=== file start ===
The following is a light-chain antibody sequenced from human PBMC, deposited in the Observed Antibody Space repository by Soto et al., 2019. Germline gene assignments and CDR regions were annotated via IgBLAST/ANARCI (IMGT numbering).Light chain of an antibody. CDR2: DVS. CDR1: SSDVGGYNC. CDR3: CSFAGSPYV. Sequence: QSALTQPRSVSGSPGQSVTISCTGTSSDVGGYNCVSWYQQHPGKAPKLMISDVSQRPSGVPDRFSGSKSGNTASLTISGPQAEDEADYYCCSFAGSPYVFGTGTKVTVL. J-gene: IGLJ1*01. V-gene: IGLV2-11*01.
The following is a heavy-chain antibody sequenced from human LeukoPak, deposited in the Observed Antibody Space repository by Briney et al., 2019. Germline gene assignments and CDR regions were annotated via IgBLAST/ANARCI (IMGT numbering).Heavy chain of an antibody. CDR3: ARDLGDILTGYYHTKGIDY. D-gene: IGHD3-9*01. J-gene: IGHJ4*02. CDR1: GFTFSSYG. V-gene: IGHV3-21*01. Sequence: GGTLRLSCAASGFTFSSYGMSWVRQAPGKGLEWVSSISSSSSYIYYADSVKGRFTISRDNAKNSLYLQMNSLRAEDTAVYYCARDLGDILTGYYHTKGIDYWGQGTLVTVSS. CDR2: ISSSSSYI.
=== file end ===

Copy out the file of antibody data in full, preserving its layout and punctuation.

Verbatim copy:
The following is a light-chain antibody sequenced from human PBMC, deposited in the Observed Antibody Space repository by Soto et al., 2019. Germline gene assignments and CDR regions were annotated via IgBLAST/ANARCI (IMGT numbering).Light chain of an antibody. CDR2: DVS. CDR1: SSDVGGYNC. CDR3: CSFAGSPYV. Sequence: QSALTQPRSVSGSPGQSVTISCTGTSSDVGGYNCVSWYQQHPGKAPKLMISDVSQRPSGVPDRFSGSKSGNTASLTISGPQAEDEADYYCCSFAGSPYVFGTGTKVTVL. J-gene: IGLJ1*01. V-gene: IGLV2-11*01.
The following is a heavy-chain antibody sequenced from human LeukoPak, deposited in the Observed Antibody Space repository by Briney et al., 2019. Germline gene assignments and CDR regions were annotated via IgBLAST/ANARCI (IMGT numbering).Heavy chain of an antibody. CDR3: ARDLGDILTGYYHTKGIDY. D-gene: IGHD3-9*01. J-gene: IGHJ4*02. CDR1: GFTFSSYG. V-gene: IGHV3-21*01. Sequence: GGTLRLSCAASGFTFSSYGMSWVRQAPGKGLEWVSSISSSSSYIYYADSVKGRFTISRDNAKNSLYLQMNSLRAEDTAVYYCARDLGDILTGYYHTKGIDYWGQGTLVTVSS. CDR2: ISSSSSYI.